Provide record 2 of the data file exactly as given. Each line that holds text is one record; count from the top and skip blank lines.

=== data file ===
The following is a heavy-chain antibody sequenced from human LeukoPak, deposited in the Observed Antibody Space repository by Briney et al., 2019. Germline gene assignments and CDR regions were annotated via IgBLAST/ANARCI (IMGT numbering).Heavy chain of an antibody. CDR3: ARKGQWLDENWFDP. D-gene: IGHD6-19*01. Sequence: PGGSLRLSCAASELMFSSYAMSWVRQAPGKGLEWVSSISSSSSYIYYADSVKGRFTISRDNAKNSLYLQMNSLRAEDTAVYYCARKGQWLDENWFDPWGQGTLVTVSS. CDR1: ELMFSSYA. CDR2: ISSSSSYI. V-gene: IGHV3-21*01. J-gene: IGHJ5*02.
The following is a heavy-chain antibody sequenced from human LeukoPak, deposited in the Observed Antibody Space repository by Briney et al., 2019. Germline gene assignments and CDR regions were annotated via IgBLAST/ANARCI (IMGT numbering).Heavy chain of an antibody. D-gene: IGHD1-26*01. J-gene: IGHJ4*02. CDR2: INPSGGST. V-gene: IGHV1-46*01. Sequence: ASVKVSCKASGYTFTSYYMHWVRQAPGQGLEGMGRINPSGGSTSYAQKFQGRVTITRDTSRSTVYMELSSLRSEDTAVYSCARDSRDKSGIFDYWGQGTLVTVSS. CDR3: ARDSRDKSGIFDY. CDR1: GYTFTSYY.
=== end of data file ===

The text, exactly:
The following is a heavy-chain antibody sequenced from human LeukoPak, deposited in the Observed Antibody Space repository by Briney et al., 2019. Germline gene assignments and CDR regions were annotated via IgBLAST/ANARCI (IMGT numbering).Heavy chain of an antibody. D-gene: IGHD1-26*01. J-gene: IGHJ4*02. CDR2: INPSGGST. V-gene: IGHV1-46*01. Sequence: ASVKVSCKASGYTFTSYYMHWVRQAPGQGLEGMGRINPSGGSTSYAQKFQGRVTITRDTSRSTVYMELSSLRSEDTAVYSCARDSRDKSGIFDYWGQGTLVTVSS. CDR3: ARDSRDKSGIFDY. CDR1: GYTFTSYY.